Investing in German stocks is easy in today's international capital markets. You have a number of choices. You may buy shares of stocks that form the DAX Index (an index of 30 major stocks that trade on the Frankfurt stock exchange); a German company's American Depositary Receipts that trade on the New York Stock Exchange; or shares of stock traded on German exchanges.
- Skill level:
Invest in the DAX Index, The easiest and most common way to invest in German stocks is to buy shares in the DAX Index. The DAX Index is a blue chip stock market index composed of 30 major German companies that trade on the Frankfurt Stock Exchange. By owning shares of DAX Index stocks, you effectively own shares in some of the biggest companies in Germany, and the performance of your investment will broadly reflect the overall performance of the German economy.
Invest in German stocks by owning American Depositary Receipts of German companies that trade just like any other stock on the New York Stock Exchange. An ADR share is really just like a share in the actual German company as far as price goes. Any price difference between the German market closing price and the U.S. market opening price is always worked out in the after-market trading process so that the price of the ADR reflects current market value.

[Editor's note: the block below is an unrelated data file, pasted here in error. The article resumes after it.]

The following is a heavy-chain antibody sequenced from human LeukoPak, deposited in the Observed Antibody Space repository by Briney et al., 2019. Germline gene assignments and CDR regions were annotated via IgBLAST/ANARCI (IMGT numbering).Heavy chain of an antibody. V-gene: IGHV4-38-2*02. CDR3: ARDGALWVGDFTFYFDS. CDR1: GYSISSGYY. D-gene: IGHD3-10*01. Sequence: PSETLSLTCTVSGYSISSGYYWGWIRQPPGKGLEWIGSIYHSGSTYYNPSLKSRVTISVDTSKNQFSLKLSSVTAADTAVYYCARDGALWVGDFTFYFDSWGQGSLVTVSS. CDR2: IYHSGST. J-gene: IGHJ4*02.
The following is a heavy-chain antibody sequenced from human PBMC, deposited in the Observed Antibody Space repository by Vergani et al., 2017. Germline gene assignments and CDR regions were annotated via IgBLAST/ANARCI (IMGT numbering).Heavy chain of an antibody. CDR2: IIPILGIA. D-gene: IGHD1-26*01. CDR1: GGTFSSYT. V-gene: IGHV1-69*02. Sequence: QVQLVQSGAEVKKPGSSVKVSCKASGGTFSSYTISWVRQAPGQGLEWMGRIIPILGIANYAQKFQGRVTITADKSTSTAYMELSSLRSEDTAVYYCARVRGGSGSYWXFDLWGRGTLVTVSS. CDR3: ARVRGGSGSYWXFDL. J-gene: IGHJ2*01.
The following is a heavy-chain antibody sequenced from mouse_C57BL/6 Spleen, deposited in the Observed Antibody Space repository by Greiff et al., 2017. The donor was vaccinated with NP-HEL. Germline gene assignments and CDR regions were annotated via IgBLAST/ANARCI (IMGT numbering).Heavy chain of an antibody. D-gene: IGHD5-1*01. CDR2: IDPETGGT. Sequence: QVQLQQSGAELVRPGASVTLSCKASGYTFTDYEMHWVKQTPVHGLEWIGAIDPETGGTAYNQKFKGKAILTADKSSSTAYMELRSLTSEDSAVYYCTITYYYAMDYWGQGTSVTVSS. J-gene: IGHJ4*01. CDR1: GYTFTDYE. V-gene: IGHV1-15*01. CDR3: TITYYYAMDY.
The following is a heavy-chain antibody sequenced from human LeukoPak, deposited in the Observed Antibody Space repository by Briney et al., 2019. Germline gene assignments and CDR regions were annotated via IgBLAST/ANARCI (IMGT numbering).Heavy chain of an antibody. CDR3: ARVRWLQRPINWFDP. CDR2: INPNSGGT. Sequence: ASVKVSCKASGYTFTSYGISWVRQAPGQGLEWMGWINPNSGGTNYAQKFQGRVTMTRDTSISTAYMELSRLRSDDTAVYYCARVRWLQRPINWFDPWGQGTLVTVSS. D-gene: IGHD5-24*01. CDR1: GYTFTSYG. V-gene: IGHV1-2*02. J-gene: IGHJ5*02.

Invest in German stocks on the actual German exchanges. It is possible to have your brokerage house act as your proxy to buy and sell shares of German companies trading on the various German exchanges, but this is a much more expensive option as there are extra fees associated with trading on foreign exchanges. Special software is required to trade online. Along with financial institutions, it is mostly professional investors---and relatively few individual investors---who trade stocks on the foreign exchanges.
Investing in German stocks
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